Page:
Controlled Unclassified Information (CUI): What the Research Community Should Know

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What is CUI?

Federal agencies and non-federal entities working on behalf of the federal government routinely generate, use, store, and share information that, while not meeting the threshold for classification as national security or atomic energy information, needs to be protected from unauthorized access. Often the information must be kept confidential because it contains personally identifiable information. Other times it may be information that should not be shared due to national security or US competitiveness purposes. Additionally, the integrity and availability of the data must be maintained, so it must be kept in a way to assure it is not corrupted or lost. This information is considered Controlled Unclassified Information (CUI).

The use and control of CUI is governed by the regulations at 32 CFR Part 2002 “Controlled Unclassified Information”. The rule affects Federal executive branch agencies that handle CUI as well as any nonfederal entities that handle, possess, use, share, or receive CUI—or which operate, use, or have access to Federal information and information systems on behalf of an agency.

These controls must be compliant with the federal regulations specified in 32 CFR Part 2002 and by the CUI Executive Agent. The most encountered Federal CUI requirements and guidelines include NIST SP 800-171r2NIST SP 800-53r5DFARS 252.204-7012/7019/7020/7021NIST SP 800-172, and FAR 52.204-21. Other requirements and guidance as directed in agency-specific regulations and certain legal documents may also apply.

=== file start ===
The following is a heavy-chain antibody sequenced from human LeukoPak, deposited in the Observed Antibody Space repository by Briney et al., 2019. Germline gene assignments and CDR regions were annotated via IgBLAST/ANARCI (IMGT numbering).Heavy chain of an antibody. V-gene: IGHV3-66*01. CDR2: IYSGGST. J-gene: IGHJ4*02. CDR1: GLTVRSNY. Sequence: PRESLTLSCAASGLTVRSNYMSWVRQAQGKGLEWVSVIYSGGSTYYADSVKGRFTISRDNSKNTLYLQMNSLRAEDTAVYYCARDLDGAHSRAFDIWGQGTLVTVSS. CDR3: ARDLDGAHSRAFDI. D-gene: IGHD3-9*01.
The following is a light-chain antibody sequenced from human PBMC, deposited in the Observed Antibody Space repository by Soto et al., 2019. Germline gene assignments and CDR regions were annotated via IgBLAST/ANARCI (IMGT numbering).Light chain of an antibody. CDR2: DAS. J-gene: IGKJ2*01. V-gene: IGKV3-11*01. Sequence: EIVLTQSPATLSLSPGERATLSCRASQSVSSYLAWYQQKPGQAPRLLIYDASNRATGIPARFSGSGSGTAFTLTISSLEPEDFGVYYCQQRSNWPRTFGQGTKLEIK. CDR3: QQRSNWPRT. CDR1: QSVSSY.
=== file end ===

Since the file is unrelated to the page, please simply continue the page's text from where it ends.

Researchers Projects May be Subject to CUI Security Requirements

When receiving federal contracts and subcontracts or other sponsored agreements that contain any of the above FAR and/or DFAR clauses or other language regarding compliance with the NIST SP or 32 CFR Part 2002, a project may require implementation of CUI Security Controls.

CSU Process for Assuring Compliance

CSU has created a CUI Governance Committee that is in the process of developing policies, processes, and infrastructure necessary for CSU to be compliant with the security requirements outline in NIST SP 800-171r2, as well as to comply with the additional requirements of the DFARS clauses above. More information will come to the campus community from that committee in the coming months.

However, in the meantime, as CSU Sponsored Programs reviews incoming contracts, the Senior Research Administrator and Contracts Administrator are on the lookout for any of the FAR or DFAR clauses and any other terms and conditions in agreements requiring compliance with the NIST SPs. If those are identified, OSP will coordinate with the PI and the CSU Secure and Global Research (SGR) Office and CSU Division of IT Cybersecurity and Privacy Unit (DoIT) to determine what compliance is necessary and to put an IT Security Plan in place for the project. However, it is the Principal Investigator’s responsibility to assure compliance.

Check out the “CUI Award Lifecycle” tool created by the CUI working group at CSU.

Blog post by Bill Moseley, Pre-Award Manager, Office of Sponsored Programs and Sarah Robinson, Information Security Analyst, Cybersecurity and Privacy